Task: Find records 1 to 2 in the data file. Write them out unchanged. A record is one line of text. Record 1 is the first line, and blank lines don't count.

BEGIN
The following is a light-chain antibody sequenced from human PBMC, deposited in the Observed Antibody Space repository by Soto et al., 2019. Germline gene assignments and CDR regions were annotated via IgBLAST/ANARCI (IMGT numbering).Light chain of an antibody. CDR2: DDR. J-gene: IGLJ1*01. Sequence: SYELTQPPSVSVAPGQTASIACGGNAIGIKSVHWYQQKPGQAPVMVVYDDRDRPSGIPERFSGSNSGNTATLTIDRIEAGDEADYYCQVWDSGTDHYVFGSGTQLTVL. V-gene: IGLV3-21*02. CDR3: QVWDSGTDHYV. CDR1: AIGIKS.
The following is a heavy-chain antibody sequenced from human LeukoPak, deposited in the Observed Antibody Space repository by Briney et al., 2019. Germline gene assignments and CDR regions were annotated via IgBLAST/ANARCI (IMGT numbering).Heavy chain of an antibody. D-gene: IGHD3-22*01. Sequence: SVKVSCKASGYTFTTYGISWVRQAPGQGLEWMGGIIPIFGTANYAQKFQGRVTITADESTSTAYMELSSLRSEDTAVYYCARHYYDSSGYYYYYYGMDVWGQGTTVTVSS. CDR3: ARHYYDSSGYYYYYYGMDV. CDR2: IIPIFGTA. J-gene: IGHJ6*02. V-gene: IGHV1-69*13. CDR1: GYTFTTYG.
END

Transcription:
The following is a light-chain antibody sequenced from human PBMC, deposited in the Observed Antibody Space repository by Soto et al., 2019. Germline gene assignments and CDR regions were annotated via IgBLAST/ANARCI (IMGT numbering).Light chain of an antibody. CDR2: DDR. J-gene: IGLJ1*01. Sequence: SYELTQPPSVSVAPGQTASIACGGNAIGIKSVHWYQQKPGQAPVMVVYDDRDRPSGIPERFSGSNSGNTATLTIDRIEAGDEADYYCQVWDSGTDHYVFGSGTQLTVL. V-gene: IGLV3-21*02. CDR3: QVWDSGTDHYV. CDR1: AIGIKS.
The following is a heavy-chain antibody sequenced from human LeukoPak, deposited in the Observed Antibody Space repository by Briney et al., 2019. Germline gene assignments and CDR regions were annotated via IgBLAST/ANARCI (IMGT numbering).Heavy chain of an antibody. D-gene: IGHD3-22*01. Sequence: SVKVSCKASGYTFTTYGISWVRQAPGQGLEWMGGIIPIFGTANYAQKFQGRVTITADESTSTAYMELSSLRSEDTAVYYCARHYYDSSGYYYYYYGMDVWGQGTTVTVSS. CDR3: ARHYYDSSGYYYYYYGMDV. CDR2: IIPIFGTA. J-gene: IGHJ6*02. V-gene: IGHV1-69*13. CDR1: GYTFTTYG.